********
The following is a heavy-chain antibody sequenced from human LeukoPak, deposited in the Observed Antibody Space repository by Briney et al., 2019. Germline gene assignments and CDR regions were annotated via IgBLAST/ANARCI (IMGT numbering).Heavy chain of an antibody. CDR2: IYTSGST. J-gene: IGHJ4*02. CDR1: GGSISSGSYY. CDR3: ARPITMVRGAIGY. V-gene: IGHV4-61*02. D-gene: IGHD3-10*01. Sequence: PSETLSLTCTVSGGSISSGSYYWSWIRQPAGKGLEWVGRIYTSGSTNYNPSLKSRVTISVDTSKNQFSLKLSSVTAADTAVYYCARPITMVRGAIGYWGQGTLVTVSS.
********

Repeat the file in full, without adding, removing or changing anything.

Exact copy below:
The following is a heavy-chain antibody sequenced from human LeukoPak, deposited in the Observed Antibody Space repository by Briney et al., 2019. Germline gene assignments and CDR regions were annotated via IgBLAST/ANARCI (IMGT numbering).Heavy chain of an antibody. CDR2: IYTSGST. J-gene: IGHJ4*02. CDR1: GGSISSGSYY. CDR3: ARPITMVRGAIGY. V-gene: IGHV4-61*02. D-gene: IGHD3-10*01. Sequence: PSETLSLTCTVSGGSISSGSYYWSWIRQPAGKGLEWVGRIYTSGSTNYNPSLKSRVTISVDTSKNQFSLKLSSVTAADTAVYYCARPITMVRGAIGYWGQGTLVTVSS.